King’s legacy lives on through service and learning

UW-Eau Claire takes action on MLK Day


Photo by Nick Erickson

UW-Eau Claire student Ali Konz paints a window at the Eau Claire Boys and Girls Club Monday afternoon as part of the Martin Luther King Jr. Day service project. © 2014 Nick Erickson

Story by Nick Erickson, Managing Editor

The name Martin Luther King Jr. is forever synonymous with peace, non-violence, activism, leadership and service.

Since 1983, 15 years after King’s death, the third Monday of January has been federally dedicated as Martin Luther King Jr. Day, or to some National Day of Service, to honor the man who lived those ideas and defied the odds to put an official end to segregation in the hostile Jim Crow-ridden South.

This Martin Luther King Jr. Day, UW-Eau Claire and the surrounding community made sure King’s work extended far beyond the steps of the Lincoln Memorial, home of his famous “I Have a Dream” speech, or the Edmund Pettus Bridge in Selma, Ala., where he and others marched 50 miles to the Alabama state capital of Montgomery demanding equality.

Students participated in community service projects all throughout the city, with stints at local churches and the Boys and Girls Club, among others.

Associate Dean of Students and coordinator of the UW-Eau Claire Civil Rights Pilgrimage, Jodi Thesing-Ritter said it is one thing to know about King and his efforts, and it is another to apply it.

“One of the things that Dr. King says is that everybody should be a civil rights leader regardless of your career,” Thesing-Ritter said. “I think today is a day that shows working for justice in our community is something we can all do.”

At the Boys and Girls Club, students there spent the first two hours cleaning up the facility and spent the last two interacting with teens who came there after school.

Senior Jesse Martinez, an education major and student coordinator of the Civil Rights Pilgrimage, was one those students. He said becoming involved and realizing there’s more to be done in the name of freedom should motivate people to get out and lend a hand.

“A lot of people will say that the movement is kind of over,” Martinez said. “But there’s so much more work that we need to do and just being able to continue to do that through service or any way you possibly can is important.”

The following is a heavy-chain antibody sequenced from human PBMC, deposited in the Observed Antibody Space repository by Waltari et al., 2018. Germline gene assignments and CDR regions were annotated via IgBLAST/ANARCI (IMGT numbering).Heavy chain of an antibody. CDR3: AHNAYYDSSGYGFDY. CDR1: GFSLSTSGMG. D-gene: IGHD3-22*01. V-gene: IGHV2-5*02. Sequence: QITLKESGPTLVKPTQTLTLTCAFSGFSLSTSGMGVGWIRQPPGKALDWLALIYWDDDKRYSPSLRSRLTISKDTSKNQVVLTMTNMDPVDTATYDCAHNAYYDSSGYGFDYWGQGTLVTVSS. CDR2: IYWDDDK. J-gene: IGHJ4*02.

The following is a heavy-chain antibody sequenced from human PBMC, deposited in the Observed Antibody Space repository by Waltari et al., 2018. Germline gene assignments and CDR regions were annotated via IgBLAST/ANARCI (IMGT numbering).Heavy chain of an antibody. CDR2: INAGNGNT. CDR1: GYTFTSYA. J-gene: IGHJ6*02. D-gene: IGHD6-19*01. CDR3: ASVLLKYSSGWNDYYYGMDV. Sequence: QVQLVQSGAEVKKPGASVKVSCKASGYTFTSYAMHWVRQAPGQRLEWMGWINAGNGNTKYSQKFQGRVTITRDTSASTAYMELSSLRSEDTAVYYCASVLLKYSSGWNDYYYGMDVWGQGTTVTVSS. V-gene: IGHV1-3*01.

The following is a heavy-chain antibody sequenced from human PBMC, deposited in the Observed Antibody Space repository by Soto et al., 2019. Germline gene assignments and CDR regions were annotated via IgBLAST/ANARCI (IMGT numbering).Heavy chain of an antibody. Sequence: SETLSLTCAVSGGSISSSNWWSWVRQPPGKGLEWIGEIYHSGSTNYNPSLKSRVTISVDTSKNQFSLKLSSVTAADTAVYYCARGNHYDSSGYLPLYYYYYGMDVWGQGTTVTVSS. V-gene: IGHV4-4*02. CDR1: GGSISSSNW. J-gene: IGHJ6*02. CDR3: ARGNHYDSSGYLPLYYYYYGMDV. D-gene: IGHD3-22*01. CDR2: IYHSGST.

When the community service aspect of the day ended, students and community members had the opportunity to go to the Sunset Ceremony at the St. James the Greater Catholic Church on the north side of Eau Claire.

The event has been held in rotating facilities every Martin Luther King Jr. Day, and includes a collection of readings, powerpoints and music to remember one of history’s most successful non-violent leaders.

History professor Selika Ducksworth-Lawton, the coordinator of the ceremony, said it gives everyone in the Eau Claire area a chance to reflect on what King stood for as well as what can be done in the present and future to avoid such persecutions again.

“It’s meant to bring the community together to talk about what the beloved community is and to celebrate the idea of racial unity and integration Dr. King worked for,” Ducksworth-Lawton said.

Since 2009, the event has taken place at St. James, challenging non-religious and religious activists to put differences aside to focus on the idea of equal opportunity for all people no matter what race, ethnicity, culture or religious differences stand in the way.

“It’s one of those extraordinary nights where things are overlapped where they often don’t have a chance to,” the Rev. Allen Keniston of University Lutheran Church said. “It’s the secular and the sacred folks of lots of races that became the history of the movement. It’s really a remarkable night for us as a community.”

As both the service learning event as well as the Sunset Ceremony eluded to, the ideas of change shouldn’t just stop after Martin Luther King Jr. Day, but they should be a kickstart to a way of life.

As an administrator, Thesing-Ritter said she encourages students to find their own voice deep within themselves.

“I think I’m in a position to gently challenge students to think deeper and more critically about their world around them, and in doing so, in whatever their strengths are, they can find a way to make change,” Thesing-Ritter said.

The night before he died, King delivered his “Mountaintop” speech, where he said through struggle, he had been to the top of the mountain and could see the promised land.

While King never had the opportunity to reach that promised land, other people can, and events like Monday provide a stepping stone for those who wish to reach it.